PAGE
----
Tightly clinging to a delusion doesn't make it any less so.


    Because a lot of people take scientific theory like it is a religious truth... they are simply unable to question what they believe in sometimes


    Because they haven't disproved today's delusion yet.
    Anyway, there's probably some mental resistance to such a revolutionary concept since it means that we'll have to redo Einstein's theory.
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    Nov 20, 2011 3:50 PM GMT
    Scientists "redo" (adjust & refine) theories all the time, including evolution and the big bang.

    Seems some people here want to see the baby thrown out with the bath-water.
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    Nov 21, 2011 2:49 AM GMT
    Caesarea4 saidScientists "redo" (adjust & refine) theories all the time, including evolution and the big bang.

    Seems some people here want to see the baby thrown out with the bath-water.


    Don't turn a neutral statement into something for you to attack, please.
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    Nov 21, 2011 3:00 AM GMT
    It's a big deal because the speed of light being the fastest "thing" in the universe is an assumption from which many other theories and mathematical formulae are based.

    Break that assumption and you may alter any number of important theories.

    For example, E=mc^2 -- might no longer hold if the assumption that nothing is faster than the speed of light (c) is no longer true (I'm speaking out of ignorance here... I don't know enough of how this formulae was derived).
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    Nov 21, 2011 3:35 AM GMT
    There will have to be a significant amount of testing done and chances are they will keep doing what they have been doing and attacking the methodology and finding other flaws to prevent from accepting the theory. It's actually not the worst thing to happen for physics. Science is about change, and when a theory is falsified it inspires investigation of the anomaly and a move from normal science to something new.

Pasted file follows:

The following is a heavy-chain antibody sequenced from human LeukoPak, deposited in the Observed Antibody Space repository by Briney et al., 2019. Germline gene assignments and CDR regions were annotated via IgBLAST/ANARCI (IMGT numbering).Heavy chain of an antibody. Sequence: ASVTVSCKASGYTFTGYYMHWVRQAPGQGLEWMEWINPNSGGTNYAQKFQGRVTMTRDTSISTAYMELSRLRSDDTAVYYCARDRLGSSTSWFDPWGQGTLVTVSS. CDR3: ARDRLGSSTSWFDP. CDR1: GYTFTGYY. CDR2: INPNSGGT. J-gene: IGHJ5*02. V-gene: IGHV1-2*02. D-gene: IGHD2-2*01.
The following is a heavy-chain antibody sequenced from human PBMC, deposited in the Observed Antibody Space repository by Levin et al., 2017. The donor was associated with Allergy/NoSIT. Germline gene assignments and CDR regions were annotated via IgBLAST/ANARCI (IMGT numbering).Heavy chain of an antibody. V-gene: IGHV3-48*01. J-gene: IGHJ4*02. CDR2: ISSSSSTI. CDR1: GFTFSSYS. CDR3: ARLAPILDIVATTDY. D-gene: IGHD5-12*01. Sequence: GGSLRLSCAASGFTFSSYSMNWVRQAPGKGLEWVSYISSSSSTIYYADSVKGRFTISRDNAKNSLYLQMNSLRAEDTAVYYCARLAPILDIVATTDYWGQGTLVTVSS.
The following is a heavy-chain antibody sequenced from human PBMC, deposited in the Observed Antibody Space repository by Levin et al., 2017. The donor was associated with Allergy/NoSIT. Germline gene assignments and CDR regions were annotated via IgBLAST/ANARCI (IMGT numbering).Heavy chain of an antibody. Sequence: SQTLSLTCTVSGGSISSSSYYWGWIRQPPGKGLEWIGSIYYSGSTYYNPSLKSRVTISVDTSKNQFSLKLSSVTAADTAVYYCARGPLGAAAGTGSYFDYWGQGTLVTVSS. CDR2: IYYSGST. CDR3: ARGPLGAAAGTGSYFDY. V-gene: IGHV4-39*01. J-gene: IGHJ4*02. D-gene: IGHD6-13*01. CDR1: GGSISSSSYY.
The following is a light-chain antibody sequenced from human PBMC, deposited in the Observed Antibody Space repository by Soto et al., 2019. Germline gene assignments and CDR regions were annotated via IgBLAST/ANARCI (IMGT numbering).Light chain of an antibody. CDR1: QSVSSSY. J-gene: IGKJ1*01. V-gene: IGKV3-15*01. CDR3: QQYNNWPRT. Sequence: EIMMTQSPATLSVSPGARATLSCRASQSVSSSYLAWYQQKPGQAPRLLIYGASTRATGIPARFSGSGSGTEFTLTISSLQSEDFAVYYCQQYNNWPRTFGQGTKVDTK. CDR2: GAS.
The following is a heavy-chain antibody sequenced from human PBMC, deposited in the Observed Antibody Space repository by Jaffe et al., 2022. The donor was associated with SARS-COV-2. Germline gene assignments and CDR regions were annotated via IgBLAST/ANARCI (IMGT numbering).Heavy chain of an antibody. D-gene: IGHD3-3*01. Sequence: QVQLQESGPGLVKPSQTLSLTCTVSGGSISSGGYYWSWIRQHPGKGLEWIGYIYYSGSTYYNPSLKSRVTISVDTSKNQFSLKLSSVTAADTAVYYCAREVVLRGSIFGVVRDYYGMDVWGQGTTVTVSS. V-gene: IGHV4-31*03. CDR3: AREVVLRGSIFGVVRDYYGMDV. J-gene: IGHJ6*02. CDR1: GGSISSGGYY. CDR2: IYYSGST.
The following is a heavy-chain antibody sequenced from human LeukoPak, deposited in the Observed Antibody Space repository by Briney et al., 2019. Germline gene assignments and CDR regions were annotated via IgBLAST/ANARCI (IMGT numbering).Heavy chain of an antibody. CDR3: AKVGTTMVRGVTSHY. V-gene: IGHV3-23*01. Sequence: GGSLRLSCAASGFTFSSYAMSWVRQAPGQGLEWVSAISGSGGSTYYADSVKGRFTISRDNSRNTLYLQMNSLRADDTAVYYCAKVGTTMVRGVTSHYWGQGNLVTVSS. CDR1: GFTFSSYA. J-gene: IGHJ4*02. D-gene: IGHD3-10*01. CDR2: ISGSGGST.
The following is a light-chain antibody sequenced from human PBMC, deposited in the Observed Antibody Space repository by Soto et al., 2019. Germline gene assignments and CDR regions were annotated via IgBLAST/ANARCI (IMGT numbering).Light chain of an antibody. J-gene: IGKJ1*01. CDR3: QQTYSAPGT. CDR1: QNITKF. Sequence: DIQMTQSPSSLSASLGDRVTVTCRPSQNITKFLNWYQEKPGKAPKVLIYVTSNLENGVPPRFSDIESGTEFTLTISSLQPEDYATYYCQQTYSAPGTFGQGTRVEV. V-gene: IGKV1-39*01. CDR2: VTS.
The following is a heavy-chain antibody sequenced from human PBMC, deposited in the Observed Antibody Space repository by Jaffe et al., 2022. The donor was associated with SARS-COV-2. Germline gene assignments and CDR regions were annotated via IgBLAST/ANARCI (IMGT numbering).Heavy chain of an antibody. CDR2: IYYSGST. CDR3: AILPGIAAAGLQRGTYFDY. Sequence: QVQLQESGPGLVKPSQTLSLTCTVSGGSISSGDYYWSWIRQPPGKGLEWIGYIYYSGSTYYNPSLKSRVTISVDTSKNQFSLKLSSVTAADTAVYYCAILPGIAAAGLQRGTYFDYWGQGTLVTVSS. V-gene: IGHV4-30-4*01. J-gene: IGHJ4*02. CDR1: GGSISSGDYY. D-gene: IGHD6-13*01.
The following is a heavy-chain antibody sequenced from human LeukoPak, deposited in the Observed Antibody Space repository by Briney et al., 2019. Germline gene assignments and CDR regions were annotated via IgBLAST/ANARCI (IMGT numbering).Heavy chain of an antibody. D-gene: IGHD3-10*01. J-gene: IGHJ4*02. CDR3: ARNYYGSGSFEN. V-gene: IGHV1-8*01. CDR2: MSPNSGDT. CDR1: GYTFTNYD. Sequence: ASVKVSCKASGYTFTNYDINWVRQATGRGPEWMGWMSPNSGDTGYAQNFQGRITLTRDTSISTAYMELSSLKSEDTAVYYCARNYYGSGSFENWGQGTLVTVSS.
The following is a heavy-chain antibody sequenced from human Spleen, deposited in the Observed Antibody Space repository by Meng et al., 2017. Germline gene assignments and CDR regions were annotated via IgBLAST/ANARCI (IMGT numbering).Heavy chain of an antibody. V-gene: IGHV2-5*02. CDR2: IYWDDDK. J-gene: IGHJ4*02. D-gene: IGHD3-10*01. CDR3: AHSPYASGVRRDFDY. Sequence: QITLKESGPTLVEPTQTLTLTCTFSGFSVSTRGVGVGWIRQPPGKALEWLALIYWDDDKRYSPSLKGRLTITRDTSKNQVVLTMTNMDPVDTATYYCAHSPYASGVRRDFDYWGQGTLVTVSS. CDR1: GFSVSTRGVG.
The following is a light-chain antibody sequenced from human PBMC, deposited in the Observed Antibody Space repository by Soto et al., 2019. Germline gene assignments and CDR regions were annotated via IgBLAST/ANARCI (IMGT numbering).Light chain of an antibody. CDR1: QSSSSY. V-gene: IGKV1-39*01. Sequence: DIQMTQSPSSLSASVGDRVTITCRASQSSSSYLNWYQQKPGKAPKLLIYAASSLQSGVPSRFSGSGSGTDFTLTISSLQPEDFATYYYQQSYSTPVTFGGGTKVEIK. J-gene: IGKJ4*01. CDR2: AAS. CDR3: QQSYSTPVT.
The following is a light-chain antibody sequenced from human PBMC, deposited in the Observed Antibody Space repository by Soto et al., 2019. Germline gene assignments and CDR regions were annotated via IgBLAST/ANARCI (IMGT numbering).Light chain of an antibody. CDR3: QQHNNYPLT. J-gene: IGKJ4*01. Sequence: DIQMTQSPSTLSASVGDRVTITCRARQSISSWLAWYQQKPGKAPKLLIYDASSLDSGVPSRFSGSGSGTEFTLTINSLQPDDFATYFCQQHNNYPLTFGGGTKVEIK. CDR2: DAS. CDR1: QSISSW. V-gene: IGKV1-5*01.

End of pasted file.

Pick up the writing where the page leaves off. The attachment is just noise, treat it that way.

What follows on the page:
• aquariumkid

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    Nov 26, 2011 4:58 PM GMT
    carmineaMy question: Didn't Einstein also say that an object going at or faster than speed of light will warp time around it? Could this not happen here as well?


    well in most cases yes, but in this case that is a no. einsteins theory dictates that objects with mass can not go faster than the speed of light. to conserve that theory einstein said that the faster an object goes, the more it distorts time around it. this is because as it approaces the speed of light the mass increases dramatically, causing the acceleration to decrease because the force applied must remain the same as seen in equation 1.

    (1) F=m•a

    (m=mass, F=force, a=acceleration)

    (2) γ = 1/(1 - (v/c)2)1/2

    equation 2 is the equation for time dilation, we physicists only use this on particles with mass though such as muon or tau particles. their corresopnding neutrinos have no mass and therefore cannot dilate time so they travel at the speed of light "c"

    now massless particles were previously said to travel at the speed of light. no faster. no slower. the new test just disproves that theoryicon_confused.gif
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    Nov 28, 2011 12:04 PM GMT
    Animus saidWhy are people freaking out about this? That the speed of light is nature's speed limit is just a theory. Just like early humans theorized that the earth is flat, it's okay if that theory is discarded if proven false, as it should be.

    Tightly clinging to a delusion doesn't make it any less so.



    And yet the facts.. (altough i found it on wiki)

    Percentages of people in European countries who said in 2005 that they "believe there is a God"
    300px-Europe_belief_in_god.svg.png

    Percentages of people in European countries with no belief in a spirit, god, or life force (Eurobarometer 2005)
    300px-Europe_No_Belief.png



    The percentage of people in North America by sub-national divisions (except Mexico) who identify with a religion, as opposed to having "no religion" (1991, 1998, 2000, 2001)
    350px-Religious_Belief_in_North_America.


    my american brothers you have a looong way to go still, and so does the rest of the world.. don't give up! icon_smile.gif